Mitt Romney and Paul Ryan have caught the Obama campaign completely unawares by posing the most basic question any presidential challenger can raise: Whether Americans are better off today than they were four years ago. (So much for the cruel efficiency of Obama’s “Chicago-style” politics.) Now the economists Dean Baker and Paul Krugman say it’s a stupid question (it isn’t), while the lead story in today’s New York Times reports that the Chicago pros have found a way to answer in the affirmative (they haven’t). [...]
Vice President Joe Biden’s instincts have proven better on this point than Obama’s. He is answering the question, with his signature line that Osama Bin Laden is dead and General Motors is alive. But that answer is insufficient. What I’d like to hear Obama say is that Americans are better off because after nearly a century of trying, the federal government has finally found a way to guarantee health care for virtually all its citizens. “I have achieved this,’’ Obama can say, “in the face of unified opposition from the Republicans, including Romney, who for purely political reasons has gone from supporting precisely this type of reform—he instituted it in Massachusetts, for Pete’s sake!—to vigorously and cynically opposing it. You are also better off because I have begun the work, with passage of Dodd-Frank, of curbing the reckless abuses that wrecked our economy in 2008. These abuses, which built up over a generation, contributed substantially to our 30-year run-up in income inequality. Romney would repeal Dodd-Frank, too, and he doesn’t even want to discuss income inequality. One of Romney’s former Bain partners recently published a book arguing that more income inequality would be good for America, and I don’t hear the Republican nominee disagreeing!
“We are on an admittedly slow path to economic recovery. It would be a faster recovery if Republicans didn’t oppose at every turn every common-sense policy to assist the sluggish economy. But we are making progress, and if you re-elect me you will experience that progress in ways that, unfortunately, you are not today. In the meantime, you can stop worrying about not being able to get health insurance and you can stop worrying about Wall Street running roughshod over U.S. regulators as they have for decades.”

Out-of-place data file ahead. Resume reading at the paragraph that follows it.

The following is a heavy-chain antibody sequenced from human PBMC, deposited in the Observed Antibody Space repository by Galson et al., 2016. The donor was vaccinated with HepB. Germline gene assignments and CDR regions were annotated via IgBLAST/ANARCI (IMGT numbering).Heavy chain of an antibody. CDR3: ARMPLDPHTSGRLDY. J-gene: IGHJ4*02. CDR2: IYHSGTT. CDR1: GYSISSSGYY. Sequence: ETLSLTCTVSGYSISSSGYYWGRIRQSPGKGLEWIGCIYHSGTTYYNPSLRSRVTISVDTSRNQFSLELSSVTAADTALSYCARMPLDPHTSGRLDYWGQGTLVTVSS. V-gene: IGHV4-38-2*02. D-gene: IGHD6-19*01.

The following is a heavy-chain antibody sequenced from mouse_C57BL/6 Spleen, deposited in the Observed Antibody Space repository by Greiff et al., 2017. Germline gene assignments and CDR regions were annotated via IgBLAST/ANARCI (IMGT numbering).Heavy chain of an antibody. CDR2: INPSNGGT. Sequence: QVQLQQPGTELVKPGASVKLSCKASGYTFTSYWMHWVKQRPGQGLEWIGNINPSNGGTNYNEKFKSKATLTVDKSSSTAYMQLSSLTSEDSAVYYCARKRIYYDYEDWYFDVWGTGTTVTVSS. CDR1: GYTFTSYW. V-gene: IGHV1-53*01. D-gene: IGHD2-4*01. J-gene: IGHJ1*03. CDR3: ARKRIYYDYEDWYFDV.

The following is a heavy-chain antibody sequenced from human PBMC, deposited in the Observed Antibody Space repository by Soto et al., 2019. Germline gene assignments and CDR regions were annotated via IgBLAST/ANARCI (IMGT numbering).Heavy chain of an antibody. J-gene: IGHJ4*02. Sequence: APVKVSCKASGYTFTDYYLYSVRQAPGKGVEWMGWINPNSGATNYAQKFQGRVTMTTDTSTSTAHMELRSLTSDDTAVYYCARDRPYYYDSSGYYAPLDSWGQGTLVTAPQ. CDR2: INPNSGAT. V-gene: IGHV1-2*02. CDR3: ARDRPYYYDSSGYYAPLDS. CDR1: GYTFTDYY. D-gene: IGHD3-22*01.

Blast from the Past. At Daily Kos on this date in 2011:
The president will speak to the Congress and the Nation on the problems that are paramount at this time—the weak economy and lack of jobs. In his letter, President Obama promised to propose "bipartisan solutions." I don't have a problem with the president's use of this language—it seems shrewd politically to define your views as "the middle." I would have a problem if in fact all the president does is propose "bipartisan solutions." The reason for this is there are no "bipartisan solutions" to our economic and job woes. Republican proposals will not work. Indeed, Republican policies have been incredibly damaging to the economy and to the jobs situation.
Happily, it seems the president realizes there are no "bipartisan solutions." The New York Times reports that "[President Obama] has concluded, Democrats say, that Republicans will oppose anything he proposes, and with an election looming, Mr. Obama must make clear what he stands for." Indeed.
So does the speech matter? Ezra Klein writes that "I’m not a believer in the power of presidential rhetoric to move the opposition, but there’s no doubt that, when yoked to the right policy proposals and legislative strategy, it’s capable of moving the agenda. And this is a good time for the Obama administration to move the agenda." Presidential rhetoric has never DIRECTLY moved "the opposition," but if it moves the country, that causes the opposition to move. Either by changing their position or by getting voted out of office. The former is not going to happen, but it is time for the president to begin to focus on the latter.